but the same I guess can be kept in mind with technology, military and war in general. Its sort of like the chess principle of being 2 steps ahead at all times.. the way technology is exponentially growing in all directions. The principle would not change if the weapons changed or "upgraded". The theory I think would be similar and more applicable, if we had energy based projectile weapons; as far as the analogy with light in a prism is observed. And I do not think that it is so far off either, just the application size has not been brought down to minute scales... just like how computer technology is continuing to make smaller and smaller components yet are being able to carry a greater capacity as its predecessors.

Edited by AgainstAllOdds, 28 February 2012 - 11:21 PM.

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#12 JohnStu

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Posted 28 February 2012 - 09:08 PM

Good idea but not gonna work. Magnetic forces are super weak compared to force of a bullet. Magnetic force is the weaker force in all of the fundamental forces of world in terms of force exertion per mass.

A good bullet shield is ones my cousin has at his nuclear power plant. Those ones are put in choke points in case of an assault on the nuclear power plant. They are made of similar material as the frontal hull of the old generation tanks.


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#13 AgainstAllOdds

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Posted 28 February 2012 - 09:31 PM

In fundamental interaction, magnetic forces are the second strongest, no? but the interaction is most commonly seen in photon based applications? I guess if your trying to make a huge magnetic field through electromagnets and the likes, I would wonder if the bullet has gained or lost any charge upon firing? If the round is or is not (+/-) charged upon fire, could a charge be given to it within a specific range and be able to effectively throw a round off before an unknown "point of no return" <- [Being within a certain range too close for a reaction to have any affect on the objects projected course.] How many degrees of change are needed to change it's course?

http://en.wikipedia....tal_interaction

So far as known sciences comprehension stand, no its not possible. New discovery was never made by playing inside the sand box, but exploring the unknown outside.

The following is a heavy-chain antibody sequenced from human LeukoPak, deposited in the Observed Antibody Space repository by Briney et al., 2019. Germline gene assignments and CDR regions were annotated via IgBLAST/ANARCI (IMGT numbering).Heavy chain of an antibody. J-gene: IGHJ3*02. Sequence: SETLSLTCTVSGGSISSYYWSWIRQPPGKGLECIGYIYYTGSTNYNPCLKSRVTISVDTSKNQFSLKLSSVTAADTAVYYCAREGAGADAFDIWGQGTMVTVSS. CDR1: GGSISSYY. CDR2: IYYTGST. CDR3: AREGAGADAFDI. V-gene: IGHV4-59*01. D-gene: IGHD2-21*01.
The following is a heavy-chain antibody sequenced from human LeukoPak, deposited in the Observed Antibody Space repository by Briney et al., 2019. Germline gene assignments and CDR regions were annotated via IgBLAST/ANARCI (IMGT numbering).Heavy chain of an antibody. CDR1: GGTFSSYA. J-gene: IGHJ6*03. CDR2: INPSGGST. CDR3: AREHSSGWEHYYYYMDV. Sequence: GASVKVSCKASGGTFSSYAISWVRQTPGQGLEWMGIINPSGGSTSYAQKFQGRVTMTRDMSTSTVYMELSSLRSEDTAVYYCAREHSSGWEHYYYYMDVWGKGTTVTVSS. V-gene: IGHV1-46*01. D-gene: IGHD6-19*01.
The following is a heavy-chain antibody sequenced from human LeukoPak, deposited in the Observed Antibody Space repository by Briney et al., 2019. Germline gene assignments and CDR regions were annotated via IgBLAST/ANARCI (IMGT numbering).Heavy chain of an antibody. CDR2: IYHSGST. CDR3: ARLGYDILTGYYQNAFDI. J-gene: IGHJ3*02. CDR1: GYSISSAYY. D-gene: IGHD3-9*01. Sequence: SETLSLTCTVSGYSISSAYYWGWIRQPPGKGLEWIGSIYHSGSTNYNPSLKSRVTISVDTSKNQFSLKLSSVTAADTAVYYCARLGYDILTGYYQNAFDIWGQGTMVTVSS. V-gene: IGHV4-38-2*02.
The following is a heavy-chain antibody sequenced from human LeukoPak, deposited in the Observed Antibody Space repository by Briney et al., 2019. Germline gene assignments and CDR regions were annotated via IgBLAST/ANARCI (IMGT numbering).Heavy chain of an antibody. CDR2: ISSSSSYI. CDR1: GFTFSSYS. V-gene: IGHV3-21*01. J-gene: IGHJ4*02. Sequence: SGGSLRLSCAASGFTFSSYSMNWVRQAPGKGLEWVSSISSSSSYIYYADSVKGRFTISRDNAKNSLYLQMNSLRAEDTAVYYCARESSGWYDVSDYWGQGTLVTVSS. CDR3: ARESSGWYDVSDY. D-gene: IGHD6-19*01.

Edited by AgainstAllOdds, 28 February 2012 - 11:17 PM.

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#14 morgsboi

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Posted 29 February 2012 - 12:47 PM

The only way that would be possible, from my knowledge, would be creating a miniaturised magnetic field like the one we have in the centre of our Earth. But don't get your hopes up of having one in your lifetime. But what use would one really have? It would just ricochet the bullets that the soldier is firing.
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#15 swansont

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Posted 29 February 2012 - 02:44 PM

Magnetic force is the weaker force in all of the fundamental forces of world in terms of force exertion per mass.


If this were true you could not have magnetic levitation.



The issue is moot, though. All I have to do is hurl chunks of concrete (or any other nonmagnetic, nonconductive material) at you to defeat a magnetic deflector.
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#16 ydoaPs

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Posted 29 February 2012 - 03:00 PM

Actually you could get repulsion if you were to use an alternating magnetic field. This would work for any conductive bullet. On the other hand the electromagetic coils and power supply would weigh so much that you would be better off hiding behind them.


So, you'd have to have a harmonic shield? Star Trek is right again! I wonder it this was swanont's idea.

Also have a high-school friend who works in TV as a writer/producer; when he was with Star Trek TNG, some of the suggestion I made actually made it into the script.


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#17 John Cuthber

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Posted 29 February 2012 - 06:49 PM

Good idea but not gonna work. Magnetic forces are super weak compared to force of a bullet. Magnetic force is the weaker force in all of the fundamental forces of world in terms of force exertion per mass.

A good bullet shield is ones my cousin has at his nuclear power plant. Those ones are put in choke points in case of an assault on the nuclear power plant. They are made of similar material as the frontal hull of the old generation tanks.


I think the assertion that magnetism is weaker than, for example, gravity needs looking at in a bit more detail: then laughing at.